BOSTON — Just a few weeks after Barneys New York filed for bankruptcy, Chief Digital and Technology Officer and Executive Vice President Katherine Bahamonde Monasebian discussed some of the problems that forced the company into that position in the first place.
"Department stores used to be, in their heyday, the emporium. They were the center of the community. They were the place you went to find what you needed, perfectly curated. There was no retail without department stores," Monasebian said during a panel at the eTail East conference this week, noting that the model has had to evolve in a period of change. "It's easy to say, ‘Amazon killed department stores. Millennials killed department stores.' It's easy to say, but it's actually a confluence of a lot of things. Yes, it's the digital upstarts. Yes, it's leverage — it's very hard to have heavy debt loads on razor-thin margins."
Monasebian also pointed to trends like changing business models, including consignment and rental and the shift from experience to product. With respect to Barneys in particular, the brand has some challenging financial issues of its own, including high rent, which was one of the things that catapulted the retailer into bankruptcy.
"That was sort of the nail in the coffin, was that our rents there increased over twofold and it was challenging for us to absorb," Monasebian said of the retailer's famous New York flagship, noting that they are keeping it despite the high cost. "That flagship is actually the DNA of the brand. New Yorkers know, it is a New York institution. Madison Avenue wouldn't be the same without it. ... It's the place where we exercise the most creativity, it's the most true to sort of the heritage of the brand."
She commented that despite the rent increase, the New York store is profitable and productive, and with the brand's plans to close 15 of its 22 stores, it will remain one of only a few left. However, that doesn't mean the retailer is backing out of brick and mortar, Monasebian said.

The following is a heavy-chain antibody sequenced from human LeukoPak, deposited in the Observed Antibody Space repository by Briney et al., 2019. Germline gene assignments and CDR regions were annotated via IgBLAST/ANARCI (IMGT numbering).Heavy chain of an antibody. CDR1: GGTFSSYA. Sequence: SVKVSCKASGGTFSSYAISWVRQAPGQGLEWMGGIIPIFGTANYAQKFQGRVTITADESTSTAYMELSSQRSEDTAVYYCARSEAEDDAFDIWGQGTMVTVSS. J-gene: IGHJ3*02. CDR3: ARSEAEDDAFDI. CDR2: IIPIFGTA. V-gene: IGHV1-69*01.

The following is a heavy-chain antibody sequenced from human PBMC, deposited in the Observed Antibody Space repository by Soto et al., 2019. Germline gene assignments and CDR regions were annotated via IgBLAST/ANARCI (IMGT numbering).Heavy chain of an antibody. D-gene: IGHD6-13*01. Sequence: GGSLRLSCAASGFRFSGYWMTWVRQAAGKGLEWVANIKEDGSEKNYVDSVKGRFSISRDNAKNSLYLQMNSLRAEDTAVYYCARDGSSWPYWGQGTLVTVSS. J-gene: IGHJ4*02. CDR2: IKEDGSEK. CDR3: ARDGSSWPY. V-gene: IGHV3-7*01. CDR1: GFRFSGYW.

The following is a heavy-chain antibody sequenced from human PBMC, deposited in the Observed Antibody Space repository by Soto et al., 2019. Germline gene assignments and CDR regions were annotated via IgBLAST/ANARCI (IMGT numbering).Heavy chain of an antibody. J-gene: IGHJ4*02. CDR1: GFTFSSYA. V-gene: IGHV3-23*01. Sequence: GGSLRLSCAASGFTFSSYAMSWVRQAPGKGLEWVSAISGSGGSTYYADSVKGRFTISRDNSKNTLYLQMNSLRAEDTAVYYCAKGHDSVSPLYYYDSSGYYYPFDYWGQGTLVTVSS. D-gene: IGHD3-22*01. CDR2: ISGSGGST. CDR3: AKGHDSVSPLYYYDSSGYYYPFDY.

While "a very healthy percentage" of the retailer's business is in digital, stores are still a key part of the department store's strategy, and according to Monasebian, even its young consumers prefer shopping in its physical locations.
Going forward, the focus of those stores is going to be on Barneys "as a venue," meaning dining opportunities, more experiences and continuing to play around with new trends through events like The Drop and concepts like its cannabis-focused The High End. Monasebian believes that with a trimmed down store footprint and a healthier operating structure to build off strong brand cache, Barneys will be "extremely well-positioned to weather the storm."
"We get the question a lot: Are department stores dead? Are they in the retail graveyard? Are they obsolete?" Monasebian said. "I don't think that department stores are dead. I think that they are reinventing themselves to be more experience-focused, more customer-focused. The startup economy has been a wake-up call for these large, traditional, heritage retailers."
That includes Barneys, which is searching for an acquirer in bankruptcy, but by leaving behind the "shackles" of some of its leases, Monasebian is hoping to see a stronger company coming out the other side.
"Our intention that we're setting is to come out of this with a very strong, digitally-focused partner," she said, "and emerge on the other side with a healthier balance sheet and operating structure, be able to implement all of the vision of the company, which again extends beyond retail to food, to entertainment, to all these other experiences."